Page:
BY LINDA BENTLEY | JULY 28, 2010
‘Displaced foreign traveler’ indicted for manufacture of marijuana
Officers found Almonte-Hernandez camping in a garden containing approximately 7,434 marijuana plants in Shasta-Trinity National Forest
REDDING, Calif. – On July 22 a federal grand jury indicted Gauldry Teccelin Almonte-Hernandez, 22, for knowingly and intentionally manufacturing at least 1,000 marijuana plants, a Schedule I controlled substance.
According to the affidavit filed by Stephen Frick, a special agent with the United States Department of Agriculture, Forest Service, during a marijuana eradication operation on July 9, Almonte-Hernandez was found by law enforcement officers camping in a garden containing approximately 7,434 marijuana plants in the Shasta-Trinity National Forest, the largest national forest in California.
The operation was conducted by a task force made up of law enforcement agents from the U.S. Forest Service, Trinity County Sheriff’s Office Drug Task Force and the California Department of Justice Bureau of Narcotics Enforcement.
Frick performed an aerial reconnaissance on July 1 of the area near Ditch Gulch of the Shasta-Trinity National Forest and spotted a large marijuana garden at the end of Forest Service Road 30N07. He documented the location using a GPS (Global Positioning System).
On July 9, Frick led an operation on the Ditch Gulch marijuana manufacturing site with the purpose of arresting suspects responsible for the manufacturing of marijuana.
Heading down a human trail, Frick spotted several thousand marijuana plants and informed the rest of the team. He also informed a second team, via radio, that they were entering the marijuana garden.
He heard Special Agent Nelson, who was identified by agency patches and “Police” markings on his uniform as being law enforcement, announce in a loud voice “Policia,” and yelled at suspect(s) to show their hands. Seconds later he heard Nelson yelling at the suspect(s) to stop and identified himself as police. Immediately thereafter, the agent radioed that there were two suspects, one wearing a green shirt and one wearing a blue shirt fleeing the area to the southwest, up Ditch Gulch towards the creek.
Frick and Nelson looked for the suspects through the nearby vegetation and Nelson told Frick about a camp at the edge of the marijuana garden where he saw one of the men sitting on the bed in the camp.
Nelson said he got a good look at him and would have no trouble identifying him.
About a half hour later, Frick heard a K-9 barking with Forest Service Officer Cory McCarthy yelling at a suspect not to move and stay on the ground.
Nelson and Frick went to that location and observed a Hispanic male in a green shirt, black pants and black socks wearing no shoes, later identified as Almonte-Hernandez, handcuffed on the ground in a prone position. Nelson identified him as the man he saw sitting on the bed in the camp at the area of the marijuana garden.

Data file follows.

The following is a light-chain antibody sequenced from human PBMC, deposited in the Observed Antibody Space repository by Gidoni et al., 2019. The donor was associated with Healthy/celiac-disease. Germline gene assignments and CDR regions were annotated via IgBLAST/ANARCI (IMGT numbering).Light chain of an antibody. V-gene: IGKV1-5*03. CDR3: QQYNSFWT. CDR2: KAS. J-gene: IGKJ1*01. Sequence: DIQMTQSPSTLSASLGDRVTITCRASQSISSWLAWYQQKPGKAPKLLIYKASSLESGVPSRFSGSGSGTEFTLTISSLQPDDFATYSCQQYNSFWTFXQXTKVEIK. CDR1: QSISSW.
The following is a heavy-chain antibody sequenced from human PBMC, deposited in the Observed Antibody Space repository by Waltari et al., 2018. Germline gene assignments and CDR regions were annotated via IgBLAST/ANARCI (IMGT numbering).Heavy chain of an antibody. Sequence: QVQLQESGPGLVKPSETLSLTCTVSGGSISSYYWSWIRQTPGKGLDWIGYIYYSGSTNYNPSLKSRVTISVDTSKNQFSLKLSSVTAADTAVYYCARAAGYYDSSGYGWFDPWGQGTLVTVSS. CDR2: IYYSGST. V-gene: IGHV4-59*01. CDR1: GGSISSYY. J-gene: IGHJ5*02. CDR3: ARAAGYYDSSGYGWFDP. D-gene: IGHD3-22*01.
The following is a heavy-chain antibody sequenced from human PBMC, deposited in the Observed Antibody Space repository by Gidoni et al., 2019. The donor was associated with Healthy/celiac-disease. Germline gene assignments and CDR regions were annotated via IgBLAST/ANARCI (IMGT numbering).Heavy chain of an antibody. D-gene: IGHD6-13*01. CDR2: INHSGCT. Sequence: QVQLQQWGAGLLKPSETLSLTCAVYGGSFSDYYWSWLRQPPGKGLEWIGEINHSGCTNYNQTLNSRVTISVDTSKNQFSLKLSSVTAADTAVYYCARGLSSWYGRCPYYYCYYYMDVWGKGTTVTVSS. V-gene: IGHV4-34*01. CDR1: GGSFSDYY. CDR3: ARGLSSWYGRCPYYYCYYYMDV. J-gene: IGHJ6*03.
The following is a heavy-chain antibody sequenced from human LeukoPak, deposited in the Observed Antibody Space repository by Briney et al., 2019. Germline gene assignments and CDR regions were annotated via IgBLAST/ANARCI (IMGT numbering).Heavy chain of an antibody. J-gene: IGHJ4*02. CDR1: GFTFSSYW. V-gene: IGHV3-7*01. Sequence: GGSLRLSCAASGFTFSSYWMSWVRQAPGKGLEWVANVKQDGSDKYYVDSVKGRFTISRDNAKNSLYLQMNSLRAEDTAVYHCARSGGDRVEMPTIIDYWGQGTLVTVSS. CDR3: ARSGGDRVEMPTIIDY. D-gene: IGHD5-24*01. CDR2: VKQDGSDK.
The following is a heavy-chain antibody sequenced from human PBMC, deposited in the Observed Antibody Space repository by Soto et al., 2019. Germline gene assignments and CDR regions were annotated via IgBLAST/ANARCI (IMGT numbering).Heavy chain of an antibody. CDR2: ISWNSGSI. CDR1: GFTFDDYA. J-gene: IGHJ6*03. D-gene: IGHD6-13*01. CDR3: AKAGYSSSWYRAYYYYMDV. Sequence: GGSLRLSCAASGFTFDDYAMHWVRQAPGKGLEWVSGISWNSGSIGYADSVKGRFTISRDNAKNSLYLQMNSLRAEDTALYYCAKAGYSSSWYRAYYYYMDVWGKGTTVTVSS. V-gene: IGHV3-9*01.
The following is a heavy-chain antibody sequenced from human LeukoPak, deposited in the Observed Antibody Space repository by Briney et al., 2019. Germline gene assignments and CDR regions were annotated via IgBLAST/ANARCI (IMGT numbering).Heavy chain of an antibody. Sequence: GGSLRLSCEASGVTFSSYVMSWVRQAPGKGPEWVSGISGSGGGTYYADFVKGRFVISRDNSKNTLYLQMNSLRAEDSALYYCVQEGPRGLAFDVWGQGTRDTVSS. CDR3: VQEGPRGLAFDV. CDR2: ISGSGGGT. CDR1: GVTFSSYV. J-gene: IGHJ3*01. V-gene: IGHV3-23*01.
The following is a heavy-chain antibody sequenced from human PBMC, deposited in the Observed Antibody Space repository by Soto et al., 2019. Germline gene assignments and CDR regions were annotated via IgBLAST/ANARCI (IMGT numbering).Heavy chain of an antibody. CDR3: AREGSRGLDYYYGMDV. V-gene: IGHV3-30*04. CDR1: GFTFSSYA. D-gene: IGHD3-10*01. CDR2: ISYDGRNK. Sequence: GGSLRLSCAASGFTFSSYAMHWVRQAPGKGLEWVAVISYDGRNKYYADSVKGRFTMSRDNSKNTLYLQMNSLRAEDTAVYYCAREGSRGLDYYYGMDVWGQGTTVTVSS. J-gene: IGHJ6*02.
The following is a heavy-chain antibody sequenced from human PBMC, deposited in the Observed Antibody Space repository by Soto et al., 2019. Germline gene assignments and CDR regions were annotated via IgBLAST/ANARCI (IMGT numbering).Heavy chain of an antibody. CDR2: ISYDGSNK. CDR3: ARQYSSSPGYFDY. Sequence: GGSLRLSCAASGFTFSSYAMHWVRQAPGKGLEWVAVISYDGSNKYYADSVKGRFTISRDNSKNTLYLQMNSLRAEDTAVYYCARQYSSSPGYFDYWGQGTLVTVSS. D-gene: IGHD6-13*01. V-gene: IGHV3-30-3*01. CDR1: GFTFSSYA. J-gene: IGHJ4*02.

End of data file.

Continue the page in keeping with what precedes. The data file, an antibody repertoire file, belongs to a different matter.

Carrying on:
Almonte-Hernandez was transported to the Trinity County Jail where he was booked on state charges relating to cultivation of marijuana.
According to Frick, a total of 7,434 marijuana plants were eradicated from the garden, the majority of which were found in one garden plot.
Frick said a small seed garden of approximately 200 plants was found about 30 feet from the main garden and stated, “A seed garden is often used by marijuana cultivators to isolate a small group of marijuana plants that they will let germinate to produce seeds used for a marijuana garden in the future.”
Following a detention hearing on July 13, Almonte-Hernandez was ordered detained until trial.
The detention order form had both boxes checked under Section B. Statement of Reasons for the Detention, citing it was evident no condition or combination of conditions would reasonably assure the appearance of the defendant as required and that no condition or combination of conditions would reasonably assure the safety of any other person and the community.
Under the section titled “Other Factors,” the box stating: “The defendant is an illegal alien and is subject to deportation.” was also checked.
On July 20, Rita Vollmer, USDA Forest Service Public Information Officer for the Shasta-Trinity National Forest, issued a press release headlined, “Arrest made in U.S. Forest Service operation at illegal marijuana site.”
Vollmer wrote, “During the raid, a U.S. Forest Service K-9 team located Gualdry Almonte-Hernandez, a displaced foreign traveler from Michoacán, Mexico, who had tried to flee the area and hide while officers were performing entry into the marijuana garden.”
For those not familiar with where Shasta-Trinity National Forest is located, the closest city is Redding, Calif. which is approximately 765 miles north of Calexico, Calif., which shares the border with Mexico’s northernmost city of Mexicali.
The driving distance between the Mexican cities of Mexicali, the capitol of Baja California, and Morelia, the capitol of Michoacán, is approximately 1,475 miles.
That would “displace” Almonte-Hernandez by some 2,240 miles away from his home in Mexico.
Had Vollmer read Frick’s affidavit, she would have known Frick performed an aerial reconnaissance of the area on July 1 but his team simply entered the marijuana garden without a performance.